Issue 4/1984 | Archives online, Fiction, poetry

Ilpo Tiihonen. Photo: Irmeli Jung

Ilpo Tiihonen. Photo: Irmeli Jung

Poems from From Eroikka (‘Eroica’, 1982). Introduction by Pertti Lassila

Ilpo Tiihonen (born 1950) published his first collection of poetry in 1975. From the beginning, his poems have been couched in the language of the street, and he uses slang liberally. Tiihonen has always been opposed to the miniature idylls of nature that were so characteristic of the 1970s. He aims at the secularisation of poetry, and he uses humour and comedy as a counterweight to high culture. He has evidently been influenced in his technique by Mayakovsky and Yesenin, to whom he often refers in his poems. His preferences in the poetic tradition are apparent in the fresh and liberal new interpretations of poems by Gustav Fröding contained in his collection Eroikka. Unusually for a contemporary Finnish poet, Tiihonen makes extensive use of rhyme. The result is often strongly lyrical poems that could almost be called modern broadsheet ballads, and may also bring Brecht to mind. Cities, stations and railways, down-and-outs, and bars as well as real and fictive role figures are among Tiihonen’s favourite material. None of this, however, can mask the fact that Tiihonen is a romantic – he is a poet whose concerns are the emotions and longing. Tiihonen’s everyday language, his often angular expression and his irony are in interesting contrast to the atmosphere of nostalgia that prevails in his poems. In this he follows a strong tradition in Finnish poetry. Tiihonen defends the poet’s immemorial privilege of emotion and song. He often appears to be performing balancing tricks of the utmost daring; on the brink of a headlong plunge into sentimentality, he rights himself by using dreamlike, surrealist changes of perspective or by guiding his poem carefully toward a kind of näivist nonsense.


when we’ve moored behind Dream Crag
and our boneboat is bobbing in the darkening bay
and only the water rat (Old Ratty perhaps) is still printing
in the shore clay
his paw memoranda

it’ll be the third millennium, the horizon’s laurel
tangled in your little dreaming head

and not waking you, from beside you
my poem placed here may graze your hair.

Having sat in the Baron’s lap

The sofas may be holey
and the springs don’t ring,
and youth is wobbling away
in the flabbily bulging skin

but she’s dancing, she’s delicious
in her silk kerchief
naked in her silk kerchief
and Dream-Hungary sighs
while night
with its horse’s muzzle
is nuzzling her eyes
eating dusk from her thighs

and the Baron in his Bentley
comes up through the plums
while the moon is scorching her breast
and her lace is burning
and the stony damp
is opening
and turning

she dances, nakedly
burning down storeys storeys
storeys through the fat
bubbling Danube
to go
in a flurry of curls
and wrists and boobs
into whirling snow.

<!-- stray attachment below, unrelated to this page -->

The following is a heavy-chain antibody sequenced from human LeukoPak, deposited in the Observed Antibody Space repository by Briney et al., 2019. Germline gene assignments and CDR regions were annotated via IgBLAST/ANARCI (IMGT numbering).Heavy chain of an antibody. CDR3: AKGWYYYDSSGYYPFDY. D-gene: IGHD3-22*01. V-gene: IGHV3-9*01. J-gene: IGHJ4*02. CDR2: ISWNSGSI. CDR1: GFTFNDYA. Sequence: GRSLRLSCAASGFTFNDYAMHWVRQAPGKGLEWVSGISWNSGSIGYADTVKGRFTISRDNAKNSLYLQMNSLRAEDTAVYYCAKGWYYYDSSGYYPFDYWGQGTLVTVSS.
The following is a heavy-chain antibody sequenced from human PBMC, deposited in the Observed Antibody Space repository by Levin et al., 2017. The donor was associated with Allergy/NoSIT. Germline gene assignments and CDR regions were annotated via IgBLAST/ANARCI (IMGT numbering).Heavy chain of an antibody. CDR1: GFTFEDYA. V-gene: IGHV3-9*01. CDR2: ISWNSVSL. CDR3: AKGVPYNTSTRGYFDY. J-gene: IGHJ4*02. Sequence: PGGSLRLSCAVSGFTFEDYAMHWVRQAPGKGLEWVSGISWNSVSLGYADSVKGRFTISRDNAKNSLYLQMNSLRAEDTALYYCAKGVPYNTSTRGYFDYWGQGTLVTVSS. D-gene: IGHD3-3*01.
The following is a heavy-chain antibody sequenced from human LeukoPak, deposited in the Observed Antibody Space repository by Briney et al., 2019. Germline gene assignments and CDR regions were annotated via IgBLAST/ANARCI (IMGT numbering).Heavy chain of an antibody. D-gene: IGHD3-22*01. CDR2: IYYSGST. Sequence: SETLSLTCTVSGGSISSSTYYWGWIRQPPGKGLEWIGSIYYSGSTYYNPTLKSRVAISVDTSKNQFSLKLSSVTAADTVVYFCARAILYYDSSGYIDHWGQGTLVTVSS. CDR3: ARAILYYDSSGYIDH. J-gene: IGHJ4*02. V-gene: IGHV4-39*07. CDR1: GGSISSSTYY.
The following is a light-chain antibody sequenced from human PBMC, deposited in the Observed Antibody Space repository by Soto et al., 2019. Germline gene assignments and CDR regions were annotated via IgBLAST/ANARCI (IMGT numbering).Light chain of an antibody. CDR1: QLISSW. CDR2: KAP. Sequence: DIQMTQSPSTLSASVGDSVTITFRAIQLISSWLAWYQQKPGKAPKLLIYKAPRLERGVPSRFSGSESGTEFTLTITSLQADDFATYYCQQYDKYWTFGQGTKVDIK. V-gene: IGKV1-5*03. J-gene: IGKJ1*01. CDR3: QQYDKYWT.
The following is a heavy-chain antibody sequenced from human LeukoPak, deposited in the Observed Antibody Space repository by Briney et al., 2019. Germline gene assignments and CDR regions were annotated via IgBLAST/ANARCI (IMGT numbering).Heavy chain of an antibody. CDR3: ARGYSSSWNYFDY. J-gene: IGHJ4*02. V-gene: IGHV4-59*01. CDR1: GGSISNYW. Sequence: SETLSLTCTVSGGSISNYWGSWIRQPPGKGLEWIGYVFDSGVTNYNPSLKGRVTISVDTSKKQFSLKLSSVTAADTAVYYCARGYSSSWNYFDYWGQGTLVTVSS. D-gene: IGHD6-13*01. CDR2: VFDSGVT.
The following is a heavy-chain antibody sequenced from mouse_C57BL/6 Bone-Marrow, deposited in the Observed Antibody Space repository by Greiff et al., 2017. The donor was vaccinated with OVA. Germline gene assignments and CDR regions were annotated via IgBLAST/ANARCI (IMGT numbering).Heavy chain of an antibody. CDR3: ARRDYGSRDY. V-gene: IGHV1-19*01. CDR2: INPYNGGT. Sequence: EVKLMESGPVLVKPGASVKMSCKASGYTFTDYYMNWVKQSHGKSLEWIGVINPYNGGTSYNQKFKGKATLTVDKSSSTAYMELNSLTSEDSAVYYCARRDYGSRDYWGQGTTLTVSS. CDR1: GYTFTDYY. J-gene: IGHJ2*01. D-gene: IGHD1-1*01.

And the frigid dying fall
of a passer-by's bottle
scatters her in the snow.
                               And so
she's hoicked from the yard to the chokey.

On her kitchen table will stay –
her football pool coupon
that empty Hungarian Rose.

I part from nothing

Nearby a hand that’s seeking mine
going through me to touch
our common air.

Went off to work just now, she did –
my first vision. The second’s in an old
letter I turned up. The third:
the knife-box is clattering
almost twenty miles away.
In Oulu a friend of mine’s playing the piano. Oh Oh
how in love I was at twelve
with a girl who got run over
and died. Tens of thousands of children
are afternoon-napping now in the kindergartens.
Girl I know wrote she’d given birth in Turku
to a girl who, so she says, has my nose. I’m groping for
my rebuttal. When I was in the cemetery
on outside work, taking a lunch-time rest
on the grass, a warden came by
on a black bicycle and told me
you’re not allowed to sleep here.

My brother writes in his cool
study essays on the soul journeys
of railways. I remember
his wife’s spacious eyes
from the section of track
between Rekola and Helsinki.
I too have been touched for a lot.
Today: anyone can have it.

I’m here, near you.


This spring, when we saw into our past
when how old we were had combed me out
and you still stood as you were
your hair loose, a flame of red

the burns bit us, the blue-hot iron,
the labour pains, the sky of that time
that whipped our souls on course with the wind’s
braids, into the fury, our skins billowing

under the wind, towards Liberia, freedom
the omphalos of freedom against which
well-wishers were launching volleys of champagne!

And you didn’t know, neither did I.

I'm the mess-orderly of my weaknesses
who keeps
                 the iceberg
on course towards the ship,
and for the journey's sake
                                 we must
sink into being what stays 
                                 in cold deep water.

Translated by Herbert Lomas


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